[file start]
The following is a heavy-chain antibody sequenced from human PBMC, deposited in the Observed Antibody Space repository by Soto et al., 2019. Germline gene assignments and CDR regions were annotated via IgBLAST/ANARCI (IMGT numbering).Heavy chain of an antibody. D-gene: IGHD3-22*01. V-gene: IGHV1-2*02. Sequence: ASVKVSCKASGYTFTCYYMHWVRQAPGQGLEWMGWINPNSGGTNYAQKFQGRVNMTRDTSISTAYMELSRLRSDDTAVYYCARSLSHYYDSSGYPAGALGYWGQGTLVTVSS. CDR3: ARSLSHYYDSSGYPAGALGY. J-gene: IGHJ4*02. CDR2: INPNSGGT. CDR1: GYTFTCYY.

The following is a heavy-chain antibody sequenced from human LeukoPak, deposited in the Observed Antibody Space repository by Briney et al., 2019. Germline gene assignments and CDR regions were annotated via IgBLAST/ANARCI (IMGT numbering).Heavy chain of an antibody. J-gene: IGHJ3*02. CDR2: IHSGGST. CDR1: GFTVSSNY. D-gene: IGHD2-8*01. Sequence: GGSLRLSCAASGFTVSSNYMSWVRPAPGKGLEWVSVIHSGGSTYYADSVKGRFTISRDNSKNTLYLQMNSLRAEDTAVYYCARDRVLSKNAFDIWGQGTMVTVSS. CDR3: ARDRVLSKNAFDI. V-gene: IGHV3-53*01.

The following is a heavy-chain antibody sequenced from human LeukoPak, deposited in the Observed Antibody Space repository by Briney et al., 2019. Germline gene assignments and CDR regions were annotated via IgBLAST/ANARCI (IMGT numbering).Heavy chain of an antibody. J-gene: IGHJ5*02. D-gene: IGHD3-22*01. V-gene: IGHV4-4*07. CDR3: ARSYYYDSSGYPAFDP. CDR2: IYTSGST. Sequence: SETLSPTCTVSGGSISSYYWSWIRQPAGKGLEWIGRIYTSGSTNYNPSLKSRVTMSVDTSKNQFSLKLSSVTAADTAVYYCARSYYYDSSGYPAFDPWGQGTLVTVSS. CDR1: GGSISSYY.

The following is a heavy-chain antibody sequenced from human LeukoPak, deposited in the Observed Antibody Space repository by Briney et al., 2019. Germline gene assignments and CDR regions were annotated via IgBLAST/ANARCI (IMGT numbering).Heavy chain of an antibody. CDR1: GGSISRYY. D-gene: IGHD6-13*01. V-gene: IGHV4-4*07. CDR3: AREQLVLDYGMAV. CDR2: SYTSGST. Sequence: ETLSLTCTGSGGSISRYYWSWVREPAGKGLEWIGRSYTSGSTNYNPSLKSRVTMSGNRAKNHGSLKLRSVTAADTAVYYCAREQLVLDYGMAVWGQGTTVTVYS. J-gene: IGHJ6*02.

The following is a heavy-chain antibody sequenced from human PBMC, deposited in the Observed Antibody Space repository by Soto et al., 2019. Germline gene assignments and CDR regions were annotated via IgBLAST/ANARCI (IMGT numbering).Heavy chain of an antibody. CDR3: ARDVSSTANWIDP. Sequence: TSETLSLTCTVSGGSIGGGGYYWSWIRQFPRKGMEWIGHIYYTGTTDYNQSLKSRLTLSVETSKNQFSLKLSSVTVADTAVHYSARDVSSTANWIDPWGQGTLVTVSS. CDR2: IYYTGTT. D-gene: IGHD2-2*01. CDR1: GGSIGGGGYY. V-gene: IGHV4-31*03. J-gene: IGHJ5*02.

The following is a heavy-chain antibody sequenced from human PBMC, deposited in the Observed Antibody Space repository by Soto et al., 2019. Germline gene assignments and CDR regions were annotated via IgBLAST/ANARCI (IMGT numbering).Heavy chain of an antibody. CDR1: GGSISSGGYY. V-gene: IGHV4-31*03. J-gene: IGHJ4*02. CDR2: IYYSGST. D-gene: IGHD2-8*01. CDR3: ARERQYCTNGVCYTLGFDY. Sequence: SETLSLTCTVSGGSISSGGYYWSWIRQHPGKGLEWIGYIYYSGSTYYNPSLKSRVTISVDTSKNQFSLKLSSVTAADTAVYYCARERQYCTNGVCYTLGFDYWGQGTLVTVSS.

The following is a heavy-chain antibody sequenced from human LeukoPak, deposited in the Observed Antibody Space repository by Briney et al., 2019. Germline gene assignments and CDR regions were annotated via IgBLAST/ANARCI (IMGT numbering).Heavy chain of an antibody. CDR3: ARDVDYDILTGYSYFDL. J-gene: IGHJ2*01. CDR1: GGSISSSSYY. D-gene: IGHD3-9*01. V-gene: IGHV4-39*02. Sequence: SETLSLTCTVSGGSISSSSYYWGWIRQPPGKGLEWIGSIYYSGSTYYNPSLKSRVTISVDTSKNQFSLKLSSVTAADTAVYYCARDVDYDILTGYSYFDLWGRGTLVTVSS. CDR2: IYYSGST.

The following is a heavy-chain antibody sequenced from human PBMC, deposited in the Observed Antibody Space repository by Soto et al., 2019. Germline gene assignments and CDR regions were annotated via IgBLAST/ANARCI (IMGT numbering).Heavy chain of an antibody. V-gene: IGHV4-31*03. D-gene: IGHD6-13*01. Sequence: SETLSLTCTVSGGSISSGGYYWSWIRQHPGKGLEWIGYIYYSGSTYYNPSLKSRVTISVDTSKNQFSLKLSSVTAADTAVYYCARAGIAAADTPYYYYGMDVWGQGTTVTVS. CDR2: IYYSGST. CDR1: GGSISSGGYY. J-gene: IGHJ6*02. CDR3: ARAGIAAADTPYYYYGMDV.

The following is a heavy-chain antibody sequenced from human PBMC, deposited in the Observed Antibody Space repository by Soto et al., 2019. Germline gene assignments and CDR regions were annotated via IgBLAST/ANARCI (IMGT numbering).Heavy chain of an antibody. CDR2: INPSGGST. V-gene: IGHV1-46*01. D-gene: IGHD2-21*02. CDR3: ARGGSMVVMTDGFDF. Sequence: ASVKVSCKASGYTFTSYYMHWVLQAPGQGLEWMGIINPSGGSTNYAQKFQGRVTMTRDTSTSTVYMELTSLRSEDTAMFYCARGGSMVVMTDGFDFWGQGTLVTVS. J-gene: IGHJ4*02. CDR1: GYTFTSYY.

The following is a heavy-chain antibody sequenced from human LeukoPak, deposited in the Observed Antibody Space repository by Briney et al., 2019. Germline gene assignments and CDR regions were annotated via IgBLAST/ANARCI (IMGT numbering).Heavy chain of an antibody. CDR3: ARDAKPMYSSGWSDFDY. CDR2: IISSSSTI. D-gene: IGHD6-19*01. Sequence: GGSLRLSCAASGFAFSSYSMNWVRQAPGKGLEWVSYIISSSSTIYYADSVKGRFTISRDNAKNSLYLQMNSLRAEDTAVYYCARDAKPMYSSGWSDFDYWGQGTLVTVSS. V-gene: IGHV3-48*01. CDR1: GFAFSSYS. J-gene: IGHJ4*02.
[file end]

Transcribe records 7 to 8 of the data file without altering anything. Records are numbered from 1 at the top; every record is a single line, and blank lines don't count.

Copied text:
The following is a heavy-chain antibody sequenced from human LeukoPak, deposited in the Observed Antibody Space repository by Briney et al., 2019. Germline gene assignments and CDR regions were annotated via IgBLAST/ANARCI (IMGT numbering).Heavy chain of an antibody. CDR3: ARDVDYDILTGYSYFDL. J-gene: IGHJ2*01. CDR1: GGSISSSSYY. D-gene: IGHD3-9*01. V-gene: IGHV4-39*02. Sequence: SETLSLTCTVSGGSISSSSYYWGWIRQPPGKGLEWIGSIYYSGSTYYNPSLKSRVTISVDTSKNQFSLKLSSVTAADTAVYYCARDVDYDILTGYSYFDLWGRGTLVTVSS. CDR2: IYYSGST.

The following is a heavy-chain antibody sequenced from human PBMC, deposited in the Observed Antibody Space repository by Soto et al., 2019. Germline gene assignments and CDR regions were annotated via IgBLAST/ANARCI (IMGT numbering).Heavy chain of an antibody. V-gene: IGHV4-31*03. D-gene: IGHD6-13*01. Sequence: SETLSLTCTVSGGSISSGGYYWSWIRQHPGKGLEWIGYIYYSGSTYYNPSLKSRVTISVDTSKNQFSLKLSSVTAADTAVYYCARAGIAAADTPYYYYGMDVWGQGTTVTVS. CDR2: IYYSGST. CDR1: GGSISSGGYY. J-gene: IGHJ6*02. CDR3: ARAGIAAADTPYYYYGMDV.